Nursing Care Plans for Patient Suffering from Anxiety

 

Normal panic differs from an anxiety disorder in the clinical manifestations and the length of an attack. When a person experiences an anxiety attack, they are unable to control thoughts of worry and the fear that engulfs them. These bouts of worry range from mild to extreme, and they interfere with a person’s ability to make decisions or carry out their daily activities. There are five major types of anxiety, which are:

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One way to note that a person is suffering from anxiety attacks is when they complain of never-ending worry. An individual who’s burdened with fear for over six months could be suffering from anxiety. Before you conclude that you or your loved one is anxious, consult a competent physician who’ll perform other tests to confirm your suspicion.

Symptoms of Anxiety

As is the case with other mental disorders, patients suffering from anxiety disorders usually exhibit several warning signs that alert their friends and family that they are suffering silently. Such symptoms include:

  • Agitation
  • Anxiety
  • Difficulty blending in social gatherings
  • Difficulty concentrating
  • Fatigue
  • Insomnia
  • Panic Attacks
  • Phobias
  • Restlessness
  • Tension in the muscles
  • Worrying excessively

Some patients may also experience nausea, sweating, palpitations, and trembling, but this varies from one victim to another. Persons that suffer from anxiety may not want unsolicited intervention. Therefore, it is advisable to source for a qualified therapist or doctor to coax them to enroll in a plan to help them cope with their condition.

Interventions to Manage Anxiety

When you suffer from an anxiety disorder, you’ll feel like you’ve lost control each time the attack strikes. Thoughts race through your mind uncontrollably. Your body responds through clinical manifestations that may cause discomfort.

 

nursing care plan for anxiety
Symptoms of Anxiety

 

Even though you feel helpless, you can take the following steps to calm your nerves before visiting a doctor.

  • Take Deep Breaths

Deep breathes help reduce your heart rate, thus reducing your blood pressure. Normalizing your heartbeat helps to get rid of palpitations, sweating, trembling, and restlessness.

  • Take a Time Out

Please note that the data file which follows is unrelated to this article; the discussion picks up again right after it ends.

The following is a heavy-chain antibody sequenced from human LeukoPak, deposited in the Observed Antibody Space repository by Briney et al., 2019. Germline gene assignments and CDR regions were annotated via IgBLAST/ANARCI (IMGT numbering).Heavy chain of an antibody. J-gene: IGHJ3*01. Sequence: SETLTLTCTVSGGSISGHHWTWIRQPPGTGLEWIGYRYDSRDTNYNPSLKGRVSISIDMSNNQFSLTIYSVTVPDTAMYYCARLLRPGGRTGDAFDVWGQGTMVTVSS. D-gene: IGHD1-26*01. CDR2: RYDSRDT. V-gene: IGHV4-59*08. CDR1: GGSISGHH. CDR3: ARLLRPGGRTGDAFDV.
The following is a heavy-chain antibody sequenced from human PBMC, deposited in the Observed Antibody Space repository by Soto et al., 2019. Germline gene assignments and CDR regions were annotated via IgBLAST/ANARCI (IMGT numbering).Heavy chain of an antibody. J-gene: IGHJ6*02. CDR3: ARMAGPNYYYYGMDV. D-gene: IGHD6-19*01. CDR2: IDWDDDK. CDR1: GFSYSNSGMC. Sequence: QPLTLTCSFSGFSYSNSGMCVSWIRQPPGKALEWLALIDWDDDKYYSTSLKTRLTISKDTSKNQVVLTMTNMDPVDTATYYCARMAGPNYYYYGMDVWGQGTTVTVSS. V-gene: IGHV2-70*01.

Panic attacks make you feel like things are moving too fast, and you’re unable to catch up. Taking a break, relaxes your nerves, and reduces tension.

  • Count to 10

Sometimes, you find yourself in a crowded place, and there is no room to exit. Stop, take a deep breath, and count to ten.

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  • Avoid Triggers

Whether it’s a person, place, meal, drink, or song, avoid situations that trigger an anxiety attack. Additionally, keep off items that are packed with caffeine and nicotine since they aggravate attacks.

  • Eat a Healthy, Balanced Diet

These attacks can drain the life out of you, so eat healthy meals, avoid skipping meals, and keep energizing snacks nearby.

  • Stay Positive

Rather than focus on what could go wrong, look at the brighter side of life. Look at all the things that are right and concentrate on them.

  • Avoid Perfectionism

One of the attributes that accentuate anxiety is trying to be perfect. Accept that you cannot be perfect, but do your best.

  • Talk to Someone

Anxiety disorder is a heavy burden to bear alone. When you’re feeling overwhelmed, talk to someone and allow them to walk the journey with you.

Besides these, you may need to visit a doctor and find medical help to alleviate the problem.

Nursing Care Plan for Ineffective Coping

You or your family will decide on a nursing care plan for anxiety if you feel that you fail to meet your expectations, and the results are wearing you down. The nurse needs to assess how bad the situation is, in order to know the interventions to make that are likely to bear fruit.

Ineffective coping manifests itself through:

  • Fear of failure
  • Situational crises
  • Maturational crises

Treatment of anxiety involves administering medication and other kinds of therapy. Some special cases demand that the nurse uses both interventions to treat the ailing person.

A nursing intervention helps you to recognize the factors that escalate anxiety, reinforce positive behaviors and thoughts, and help you to recognize and accept problems. The nurse will help you understand the emotional connection between the problems and how they make you anxious.

Your nurse will provide solutions to these problems and provide ways to help you implement the changes and cultivate new routines that you desire to establish.

 

nursing care plan for Anxiety
Nursing Care Plan for Depression

Nursing Care Plan for Depression

A nursing care plan for depression comes in handy when the patient exhibits recurring clinical manifestations of the condition. Worthlessness, difficulty in thinking, lack of focus, fatigue, significant weight changes, changes in sleeping patterns, and agitation are some of the symptoms of this condition.

The nurse will run a few tests to diagnose depression. Three tests that your nurse needs to run before they confirm you’re suffering from depression are:

  • Beck Depression Inventory
  • Dexamethasone Suppression Test
  • Toxicology Screening

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If the results are positive, your nurse will recommend therapy, medication, and nursing interventions to help alleviate the situation.

EzCare Clinic provides anxiety care plans for patients who cannot cope with life stresses at competitive prices. We offer both therapy and integrated medicine as solutions to anxiety.

Need help finding a nursing care plan for anxiety? You’re welcome to book an appointment or walk into our offices unannounced.

 

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